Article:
Biden meets Putin: What lies behind Russia’s military build-up

Moscow’s armed presence on Ukraine’s border may be connected to Vladimir Putin’s long-standing desire to discuss and change Europe’s geopolitical order

Vladimir Putin in an address to citizens on March 25 2020

The troops that Russia is assembling along Ukraine’s border would be more than able to embark on a full-scale invasion. But is this really Moscow’s intent? There are several reasons to suggest it is not the immediate plan – but none of these mean we should take the issue lightly, as Russia remains deadly serious about its political ends.  

Military preparations are taking place that could herald a large-scale land invasion of Ukraine that would come from several directions. This would mean a huge war in the heartland of Europe, leading to large numbers of casualties and major changes to the international order. But it is hard to see how any of this would benefit Russia in either the domestic or the international context.  

At home, it would impose a severe strain on a tired political system whose life and legitimacy is seeping away, and where change is overdue. While it is true that in 2014 the annexation of Crimea gave a boost to the political system when it was struggling with similar problems, this is unlikely to be repeated. The takeover of Crimea was popular precisely because it succeeded without a shot being fired, and because it was Crimea – no other piece of foreign land holds similar emotional significance for the Russian population. Furthermore, Russians’ main demand at the moment is for greater social welfare support, not great power conquests. A war with Ukraine would be unpopular, and the Kremlin – which keeps a keen eye on public opinion by conducting its own polls and focus groups – knows it.  

On the international stage, an incursion would wreck Moscow’s dialogue with Joe Biden, which it values. The costs of war would be exacerbated by the harsh economic sanctions that would inevitably follow. Upending all its Western relationships, invading Ukraine would put Russia at the mercy of China both economically and politically, and in general decrease its room for manoeuvre.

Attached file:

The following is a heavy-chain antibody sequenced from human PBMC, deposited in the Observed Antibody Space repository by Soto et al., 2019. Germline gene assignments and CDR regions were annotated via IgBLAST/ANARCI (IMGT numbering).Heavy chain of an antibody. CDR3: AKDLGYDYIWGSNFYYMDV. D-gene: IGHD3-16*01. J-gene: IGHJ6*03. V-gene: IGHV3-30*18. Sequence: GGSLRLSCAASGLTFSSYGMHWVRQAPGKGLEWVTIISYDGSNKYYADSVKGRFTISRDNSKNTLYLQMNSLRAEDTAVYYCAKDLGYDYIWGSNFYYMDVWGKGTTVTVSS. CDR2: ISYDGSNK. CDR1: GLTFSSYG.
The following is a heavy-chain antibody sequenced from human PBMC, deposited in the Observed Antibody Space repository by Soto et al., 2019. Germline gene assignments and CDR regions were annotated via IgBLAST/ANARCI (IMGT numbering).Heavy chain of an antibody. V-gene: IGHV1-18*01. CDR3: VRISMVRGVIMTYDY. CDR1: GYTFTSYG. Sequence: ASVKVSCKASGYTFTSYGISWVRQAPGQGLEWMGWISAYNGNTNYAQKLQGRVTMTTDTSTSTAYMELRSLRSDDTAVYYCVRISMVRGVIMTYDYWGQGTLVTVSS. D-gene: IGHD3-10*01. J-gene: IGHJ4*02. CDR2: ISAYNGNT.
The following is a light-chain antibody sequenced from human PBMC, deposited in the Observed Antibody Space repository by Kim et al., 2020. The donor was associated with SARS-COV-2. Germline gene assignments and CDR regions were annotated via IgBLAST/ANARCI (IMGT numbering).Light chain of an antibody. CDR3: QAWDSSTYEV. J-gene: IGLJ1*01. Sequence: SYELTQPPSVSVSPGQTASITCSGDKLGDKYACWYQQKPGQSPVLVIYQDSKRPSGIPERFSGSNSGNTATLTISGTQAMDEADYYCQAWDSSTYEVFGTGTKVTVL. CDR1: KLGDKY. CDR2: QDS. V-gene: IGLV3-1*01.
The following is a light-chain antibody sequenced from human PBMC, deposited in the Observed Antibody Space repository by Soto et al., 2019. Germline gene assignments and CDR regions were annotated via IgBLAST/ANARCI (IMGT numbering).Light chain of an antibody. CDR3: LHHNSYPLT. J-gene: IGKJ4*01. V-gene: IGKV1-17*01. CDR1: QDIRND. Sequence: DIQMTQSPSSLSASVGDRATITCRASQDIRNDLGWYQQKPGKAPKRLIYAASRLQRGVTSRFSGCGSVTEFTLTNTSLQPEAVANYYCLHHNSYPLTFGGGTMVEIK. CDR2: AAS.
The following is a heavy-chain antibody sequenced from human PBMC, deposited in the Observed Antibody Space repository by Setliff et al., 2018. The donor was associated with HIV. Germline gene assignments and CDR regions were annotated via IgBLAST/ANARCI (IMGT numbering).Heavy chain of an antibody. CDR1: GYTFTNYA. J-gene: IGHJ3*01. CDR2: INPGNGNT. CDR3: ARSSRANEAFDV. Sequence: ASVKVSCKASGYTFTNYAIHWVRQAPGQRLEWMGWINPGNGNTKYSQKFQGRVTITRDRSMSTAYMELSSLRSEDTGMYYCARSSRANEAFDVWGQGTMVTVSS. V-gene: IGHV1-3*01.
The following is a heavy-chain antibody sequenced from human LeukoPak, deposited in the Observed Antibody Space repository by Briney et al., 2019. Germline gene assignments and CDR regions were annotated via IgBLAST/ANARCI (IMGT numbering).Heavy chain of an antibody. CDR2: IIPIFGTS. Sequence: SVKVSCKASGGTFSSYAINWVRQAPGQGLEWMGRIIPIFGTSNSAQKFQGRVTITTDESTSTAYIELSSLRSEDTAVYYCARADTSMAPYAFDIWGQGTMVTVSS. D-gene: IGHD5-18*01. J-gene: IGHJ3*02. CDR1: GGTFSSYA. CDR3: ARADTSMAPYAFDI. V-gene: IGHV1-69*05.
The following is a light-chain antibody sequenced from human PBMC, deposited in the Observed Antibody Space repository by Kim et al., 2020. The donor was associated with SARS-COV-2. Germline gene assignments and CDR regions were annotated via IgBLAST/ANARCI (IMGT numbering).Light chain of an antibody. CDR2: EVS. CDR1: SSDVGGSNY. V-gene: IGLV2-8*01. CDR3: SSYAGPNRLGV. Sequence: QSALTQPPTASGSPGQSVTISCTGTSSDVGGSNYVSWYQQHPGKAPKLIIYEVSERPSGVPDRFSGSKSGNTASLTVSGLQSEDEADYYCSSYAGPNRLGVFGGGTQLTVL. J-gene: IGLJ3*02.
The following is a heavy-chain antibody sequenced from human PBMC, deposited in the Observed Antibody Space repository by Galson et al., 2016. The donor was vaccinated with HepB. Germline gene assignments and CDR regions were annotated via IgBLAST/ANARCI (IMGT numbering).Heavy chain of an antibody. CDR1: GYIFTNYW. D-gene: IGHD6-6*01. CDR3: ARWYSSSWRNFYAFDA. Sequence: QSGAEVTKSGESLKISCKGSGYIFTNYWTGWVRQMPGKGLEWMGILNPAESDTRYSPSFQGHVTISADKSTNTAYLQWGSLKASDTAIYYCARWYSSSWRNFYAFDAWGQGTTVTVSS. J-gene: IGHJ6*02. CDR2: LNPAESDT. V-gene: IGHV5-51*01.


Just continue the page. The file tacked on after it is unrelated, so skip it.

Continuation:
The Kremlin could have concluded that its leverage over Ukraine is slowly weakening  

These considerations suggest the current war scare is actually what my former ECFR colleague Mark Galeotti termed “heavy-metal diplomacy”: using military mobilisation to pressure the West into discussing something it does not want to address – namely, the geopolitical order of Europe and Ukraine’s place within it.  

There are several reasons Moscow may have selected this particular moment to make its request. Firstly, the Kremlin could have concluded that its leverage over Ukraine is slowly weakening. Ukraine’s president, Volodymyr Zelensky, has this year started to more vocally question the implementability of the Minsk agreements, which sought to resolve the conflict in Donbas. He has also begun frequently raising the question of Crimea. At the same time, Western countries have been training Ukraine’s armed forces and supplying (select) military equipment. This may have increased Moscow’s – admittedly irrational – fears that Kyiv might attempt to retake Donbas by military means. And, even if not, Moscow’s hold on eastern Ukraine was clearly not performing its desired function – which was to be a diplomatic tool that would eventually lock in Russia’s leverage over Ukraine’s internal and external policymaking.